Atkinson cycle

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(Redirected from Atkinson Cycle)

The Atkinson cycle engine is a type of Internal-combustion engine invented by James Atkinson in 1882. The Atkinson cycle is designed to provide efficiency at the expense of power.

The Atkinson cycle allows the intake, compression, power, and exhaust strokes of the Four-stroke cycle to occur in a single turn of the crankshaft. Owing to the linkage, the expansion ratio is greater than the compression ratio, leading to greater efficiency than with engines using the alternative Otto cycle.

The Atkinson cycle may also refer to a four stroke engine in which the intake valve is held open longer than normal to allow a reverse flow into the intake manifold. This reduces the effective compression ratio and, when combined with an increased stroke and/or reduced combustion chamber volume, allows the expansion ratio to exceed the compression ratio while retaining a normal compression pressure. This is desirable for good fuel economy because the compression ratio in a spark ignition engine is limited by the octane rating of the fuel used, while a high expansion ratio delivers a longer power stroke and reduces the heat wasted in the exhaust. This makes for a more efficient engine. Four stroke engines of this type with forced induction (supercharging) are known as Miller cycle engines.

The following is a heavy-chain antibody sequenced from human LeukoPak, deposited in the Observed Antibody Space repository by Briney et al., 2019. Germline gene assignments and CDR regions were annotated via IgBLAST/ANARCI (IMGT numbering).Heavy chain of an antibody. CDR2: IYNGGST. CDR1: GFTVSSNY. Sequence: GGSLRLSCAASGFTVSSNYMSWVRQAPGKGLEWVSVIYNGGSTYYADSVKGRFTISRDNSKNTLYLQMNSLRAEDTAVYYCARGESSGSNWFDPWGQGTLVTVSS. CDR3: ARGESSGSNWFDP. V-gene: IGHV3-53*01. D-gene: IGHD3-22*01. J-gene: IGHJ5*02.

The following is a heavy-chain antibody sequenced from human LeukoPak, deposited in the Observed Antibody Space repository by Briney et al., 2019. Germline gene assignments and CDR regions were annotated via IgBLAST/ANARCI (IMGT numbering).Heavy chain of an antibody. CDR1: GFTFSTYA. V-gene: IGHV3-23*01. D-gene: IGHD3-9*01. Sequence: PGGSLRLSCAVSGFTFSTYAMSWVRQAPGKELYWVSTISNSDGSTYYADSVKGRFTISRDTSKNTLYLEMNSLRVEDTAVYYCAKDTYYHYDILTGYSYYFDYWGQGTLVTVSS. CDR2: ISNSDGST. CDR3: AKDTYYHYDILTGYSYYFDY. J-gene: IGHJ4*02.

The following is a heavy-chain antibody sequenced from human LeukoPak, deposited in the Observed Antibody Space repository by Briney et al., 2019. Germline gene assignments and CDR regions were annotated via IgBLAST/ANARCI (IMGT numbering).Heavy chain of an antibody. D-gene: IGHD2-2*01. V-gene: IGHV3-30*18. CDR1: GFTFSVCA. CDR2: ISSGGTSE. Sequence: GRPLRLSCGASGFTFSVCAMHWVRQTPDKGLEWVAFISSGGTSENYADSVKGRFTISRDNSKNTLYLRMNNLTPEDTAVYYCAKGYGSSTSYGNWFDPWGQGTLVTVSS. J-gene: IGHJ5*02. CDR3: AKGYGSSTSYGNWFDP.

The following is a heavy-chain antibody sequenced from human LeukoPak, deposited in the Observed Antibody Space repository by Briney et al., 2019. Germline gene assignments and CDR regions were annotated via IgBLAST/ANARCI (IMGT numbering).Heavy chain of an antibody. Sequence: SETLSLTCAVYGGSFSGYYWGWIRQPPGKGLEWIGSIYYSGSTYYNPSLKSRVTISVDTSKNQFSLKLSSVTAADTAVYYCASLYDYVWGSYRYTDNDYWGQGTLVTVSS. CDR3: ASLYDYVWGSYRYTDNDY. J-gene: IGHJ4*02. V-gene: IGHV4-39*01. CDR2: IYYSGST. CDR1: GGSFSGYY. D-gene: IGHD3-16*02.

The Toyota Prius (front-wheel-drive) and Ford Escape hybrid electric (front- and four-wheel drive) vehicles use the Atkinson cycle engine.

External link

de:Atkinson-Prozess sk:Atkinsonov cyklus

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